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    Giving Our Attention to Child Maltreatment
    (2022) Cummings, Liesje A.
    Child maltreatment is a serious problem and the reporting of child fatalities has increased in the United States (U.S. Department of Health and Human Services, 2019). One of the common types of maltreatment is neglect followed by physical abuse. For Federal Fiscal Year 2019, on a daily basis, on average, more than five children died from maltreatment (U.S. Department of Health and Human Services, 2019). Various policies and practices are used in the fight against child maltreatment. In this presentation, we will focus on child maltreatment data showcasing the vulnerable population and challenges experienced by professionals who work with families. Recommendations for policy and practice will also be discussed.
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    Midge Flies and Botryosphaeria dothidea Fungus Form a Symbiotic Relationship on Goldenrod Plant Leaves
    (2022) Zidermanis, Adina; Hill, Morgan; Maier, Camelia
    Goldenrod, Solidago sp. (Asteraceae) is a native plant in the TWU Butterfly Garden that provides nectar for pollinators. In fall 2021, Goldenrod plant had high number of white leaf spots. The goal of this study was to determine the nature of spots to know how to care for plants. Spots were collected, dissected, and examined with a scanning electron microscope. The white spot portion was filamentous and identified as Botryosphaeria dothidea fungus. Inside the leaf structure, midge fly (Asteromyia carbonifera) larvae were identified. Female midge flies inoculate fungal spores when they lay eggs inside the leaves. Growing hyphae from spores provide food and also protection for larvae by encapsulating them until they mature. This creates a three-way symbiosis between the midge fly, fungus, and plant, mutualistic between larvae and fungus, parasitic between fungus and plant. The newly-established TWU Butterfly Garden is a significant resource for educational and research projects.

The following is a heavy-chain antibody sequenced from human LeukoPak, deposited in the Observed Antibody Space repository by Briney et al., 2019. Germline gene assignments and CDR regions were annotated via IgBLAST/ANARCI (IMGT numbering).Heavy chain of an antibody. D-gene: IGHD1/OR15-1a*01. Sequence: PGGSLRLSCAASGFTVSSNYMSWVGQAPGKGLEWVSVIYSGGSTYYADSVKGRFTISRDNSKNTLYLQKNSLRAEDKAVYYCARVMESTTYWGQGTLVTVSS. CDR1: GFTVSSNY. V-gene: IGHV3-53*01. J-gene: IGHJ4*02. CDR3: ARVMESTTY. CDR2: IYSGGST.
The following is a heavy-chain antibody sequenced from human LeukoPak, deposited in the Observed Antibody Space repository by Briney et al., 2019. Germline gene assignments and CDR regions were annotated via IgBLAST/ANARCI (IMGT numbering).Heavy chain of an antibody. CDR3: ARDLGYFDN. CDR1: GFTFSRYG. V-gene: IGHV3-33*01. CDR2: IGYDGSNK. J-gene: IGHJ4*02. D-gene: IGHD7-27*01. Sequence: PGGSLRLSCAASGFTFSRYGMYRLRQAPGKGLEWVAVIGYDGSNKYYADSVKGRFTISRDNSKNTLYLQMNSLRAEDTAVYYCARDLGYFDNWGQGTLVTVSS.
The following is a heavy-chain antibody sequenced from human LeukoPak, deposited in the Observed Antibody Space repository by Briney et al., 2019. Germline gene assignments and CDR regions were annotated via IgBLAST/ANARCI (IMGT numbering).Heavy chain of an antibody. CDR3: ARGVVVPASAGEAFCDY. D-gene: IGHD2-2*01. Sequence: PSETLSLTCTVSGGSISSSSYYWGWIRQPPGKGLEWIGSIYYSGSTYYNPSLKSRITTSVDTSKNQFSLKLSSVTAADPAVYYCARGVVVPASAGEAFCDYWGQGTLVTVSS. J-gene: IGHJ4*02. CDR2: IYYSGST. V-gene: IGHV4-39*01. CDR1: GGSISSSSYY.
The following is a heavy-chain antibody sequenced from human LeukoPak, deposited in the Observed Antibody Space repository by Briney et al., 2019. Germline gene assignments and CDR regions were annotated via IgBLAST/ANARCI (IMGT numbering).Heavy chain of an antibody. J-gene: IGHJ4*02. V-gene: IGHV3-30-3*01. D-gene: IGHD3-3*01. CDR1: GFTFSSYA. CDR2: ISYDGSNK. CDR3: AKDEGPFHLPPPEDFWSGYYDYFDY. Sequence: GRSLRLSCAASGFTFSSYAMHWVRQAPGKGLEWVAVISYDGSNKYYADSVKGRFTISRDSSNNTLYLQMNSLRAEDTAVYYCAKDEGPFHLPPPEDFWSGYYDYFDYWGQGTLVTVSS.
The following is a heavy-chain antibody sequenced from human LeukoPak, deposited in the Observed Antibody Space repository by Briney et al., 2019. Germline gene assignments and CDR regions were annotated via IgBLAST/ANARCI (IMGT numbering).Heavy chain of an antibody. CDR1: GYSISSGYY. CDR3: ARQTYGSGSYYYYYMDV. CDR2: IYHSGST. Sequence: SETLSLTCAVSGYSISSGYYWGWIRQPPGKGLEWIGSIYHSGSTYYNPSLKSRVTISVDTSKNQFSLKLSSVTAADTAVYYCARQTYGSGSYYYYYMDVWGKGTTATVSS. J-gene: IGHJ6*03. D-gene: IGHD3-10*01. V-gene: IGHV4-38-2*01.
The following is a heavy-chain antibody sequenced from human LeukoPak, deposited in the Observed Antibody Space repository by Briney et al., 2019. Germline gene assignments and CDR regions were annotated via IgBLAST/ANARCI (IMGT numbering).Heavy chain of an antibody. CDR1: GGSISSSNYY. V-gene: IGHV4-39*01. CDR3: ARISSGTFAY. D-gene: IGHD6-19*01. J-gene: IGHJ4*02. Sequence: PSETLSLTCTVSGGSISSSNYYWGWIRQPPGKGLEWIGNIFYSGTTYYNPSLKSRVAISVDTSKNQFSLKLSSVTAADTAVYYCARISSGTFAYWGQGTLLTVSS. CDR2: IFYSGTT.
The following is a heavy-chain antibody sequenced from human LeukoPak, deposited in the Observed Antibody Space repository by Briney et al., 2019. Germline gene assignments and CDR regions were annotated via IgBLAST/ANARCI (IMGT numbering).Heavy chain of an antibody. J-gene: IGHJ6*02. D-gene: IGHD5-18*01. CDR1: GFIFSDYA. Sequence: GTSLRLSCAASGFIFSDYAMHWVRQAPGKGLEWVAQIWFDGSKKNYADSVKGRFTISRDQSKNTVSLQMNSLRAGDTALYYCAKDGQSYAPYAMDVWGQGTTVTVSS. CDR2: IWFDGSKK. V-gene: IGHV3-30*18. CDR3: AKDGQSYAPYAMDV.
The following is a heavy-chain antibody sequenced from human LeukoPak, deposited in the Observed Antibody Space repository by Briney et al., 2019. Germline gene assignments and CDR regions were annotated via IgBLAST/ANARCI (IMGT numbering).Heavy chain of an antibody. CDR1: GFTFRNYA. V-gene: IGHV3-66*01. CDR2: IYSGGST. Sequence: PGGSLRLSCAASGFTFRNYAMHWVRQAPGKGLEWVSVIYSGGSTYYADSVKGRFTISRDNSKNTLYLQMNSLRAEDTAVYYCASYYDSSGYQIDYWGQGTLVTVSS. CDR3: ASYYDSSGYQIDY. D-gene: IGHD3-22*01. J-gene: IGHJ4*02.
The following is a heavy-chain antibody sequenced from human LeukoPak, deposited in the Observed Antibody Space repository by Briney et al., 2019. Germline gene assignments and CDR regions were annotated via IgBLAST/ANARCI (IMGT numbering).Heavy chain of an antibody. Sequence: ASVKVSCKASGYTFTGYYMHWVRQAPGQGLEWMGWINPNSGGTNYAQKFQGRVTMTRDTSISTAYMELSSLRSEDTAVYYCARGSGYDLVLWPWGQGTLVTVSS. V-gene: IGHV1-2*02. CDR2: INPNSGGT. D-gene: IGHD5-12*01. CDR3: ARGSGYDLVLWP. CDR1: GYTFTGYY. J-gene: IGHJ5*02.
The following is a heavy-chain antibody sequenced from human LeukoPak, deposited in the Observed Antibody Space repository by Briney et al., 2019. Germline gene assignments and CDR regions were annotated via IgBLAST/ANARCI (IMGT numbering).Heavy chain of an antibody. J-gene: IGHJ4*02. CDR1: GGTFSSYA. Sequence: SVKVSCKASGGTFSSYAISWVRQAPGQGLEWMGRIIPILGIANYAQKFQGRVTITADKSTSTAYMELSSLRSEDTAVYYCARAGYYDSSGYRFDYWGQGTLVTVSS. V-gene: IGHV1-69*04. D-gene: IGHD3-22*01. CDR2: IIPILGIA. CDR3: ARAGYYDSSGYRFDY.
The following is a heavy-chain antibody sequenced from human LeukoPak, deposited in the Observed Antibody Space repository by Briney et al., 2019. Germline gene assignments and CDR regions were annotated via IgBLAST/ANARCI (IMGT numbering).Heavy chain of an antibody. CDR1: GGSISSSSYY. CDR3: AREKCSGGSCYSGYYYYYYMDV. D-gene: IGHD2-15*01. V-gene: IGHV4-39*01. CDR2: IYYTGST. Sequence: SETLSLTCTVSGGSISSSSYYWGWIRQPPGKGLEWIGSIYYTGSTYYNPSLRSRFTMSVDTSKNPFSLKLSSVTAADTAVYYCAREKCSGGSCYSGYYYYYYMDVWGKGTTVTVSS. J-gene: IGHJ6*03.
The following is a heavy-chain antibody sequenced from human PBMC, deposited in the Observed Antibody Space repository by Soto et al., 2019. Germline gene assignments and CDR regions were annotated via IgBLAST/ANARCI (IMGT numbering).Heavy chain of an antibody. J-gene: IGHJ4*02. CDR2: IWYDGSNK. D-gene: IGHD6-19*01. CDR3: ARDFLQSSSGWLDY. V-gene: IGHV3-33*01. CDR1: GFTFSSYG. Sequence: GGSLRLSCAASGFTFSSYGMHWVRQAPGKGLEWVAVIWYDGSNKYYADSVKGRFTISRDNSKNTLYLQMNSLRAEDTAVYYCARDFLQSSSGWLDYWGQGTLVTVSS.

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    A Systematic Literature Review: Examining the Experiences of Family Involvementin First-Generation Latinx Undergraduate CollegeStudents Academic Success and Career Development
    (2022) Armijo, Juan; McClellan, Shaunon; LeBlanc Gillum, Nerissa
    Latino/a/x population, and is expected to become 28% of the U.S. population by 2060 (U.S. Census Bureau, 2018). Within the last decades, the access to higher education has increased, particularly within historically excluded communities, such as Latino/a/x first-generation college students, but the disproportionate rates of retention, persistence, and graduation rates do not reflect this population (National Center for Education Statistics, 2020). There is literature that shows how to provide programs and services, as well as resources to aid in the academic success of Latinx, first-generation college students, but there is a gap in the literature on how families of this population of students are involved with their students and how it plays a role in their college student success. This systematic review is to identify and summarize family involvement of Latinx, first-generation college students and how this aids in their academic success.